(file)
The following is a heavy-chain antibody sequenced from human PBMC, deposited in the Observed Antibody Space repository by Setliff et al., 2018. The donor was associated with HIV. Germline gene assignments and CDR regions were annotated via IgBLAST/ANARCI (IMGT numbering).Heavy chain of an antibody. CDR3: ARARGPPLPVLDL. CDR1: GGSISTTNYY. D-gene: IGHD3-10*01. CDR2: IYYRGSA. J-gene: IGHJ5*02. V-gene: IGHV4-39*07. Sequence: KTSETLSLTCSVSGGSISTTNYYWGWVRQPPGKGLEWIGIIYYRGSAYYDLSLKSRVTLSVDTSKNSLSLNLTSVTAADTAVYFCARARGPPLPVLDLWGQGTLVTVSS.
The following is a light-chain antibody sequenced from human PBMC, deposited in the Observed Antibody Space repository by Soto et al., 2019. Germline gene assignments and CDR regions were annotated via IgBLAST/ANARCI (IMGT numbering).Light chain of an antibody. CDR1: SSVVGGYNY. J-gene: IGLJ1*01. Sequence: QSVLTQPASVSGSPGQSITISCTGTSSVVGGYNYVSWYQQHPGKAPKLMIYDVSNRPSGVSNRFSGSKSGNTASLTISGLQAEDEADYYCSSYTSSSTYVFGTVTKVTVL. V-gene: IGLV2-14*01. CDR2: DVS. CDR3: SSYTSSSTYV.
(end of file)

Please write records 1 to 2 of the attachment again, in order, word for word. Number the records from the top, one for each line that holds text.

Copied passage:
The following is a heavy-chain antibody sequenced from human PBMC, deposited in the Observed Antibody Space repository by Setliff et al., 2018. The donor was associated with HIV. Germline gene assignments and CDR regions were annotated via IgBLAST/ANARCI (IMGT numbering).Heavy chain of an antibody. CDR3: ARARGPPLPVLDL. CDR1: GGSISTTNYY. D-gene: IGHD3-10*01. CDR2: IYYRGSA. J-gene: IGHJ5*02. V-gene: IGHV4-39*07. Sequence: KTSETLSLTCSVSGGSISTTNYYWGWVRQPPGKGLEWIGIIYYRGSAYYDLSLKSRVTLSVDTSKNSLSLNLTSVTAADTAVYFCARARGPPLPVLDLWGQGTLVTVSS.
The following is a light-chain antibody sequenced from human PBMC, deposited in the Observed Antibody Space repository by Soto et al., 2019. Germline gene assignments and CDR regions were annotated via IgBLAST/ANARCI (IMGT numbering).Light chain of an antibody. CDR1: SSVVGGYNY. J-gene: IGLJ1*01. Sequence: QSVLTQPASVSGSPGQSITISCTGTSSVVGGYNYVSWYQQHPGKAPKLMIYDVSNRPSGVSNRFSGSKSGNTASLTISGLQAEDEADYYCSSYTSSSTYVFGTVTKVTVL. V-gene: IGLV2-14*01. CDR2: DVS. CDR3: SSYTSSSTYV.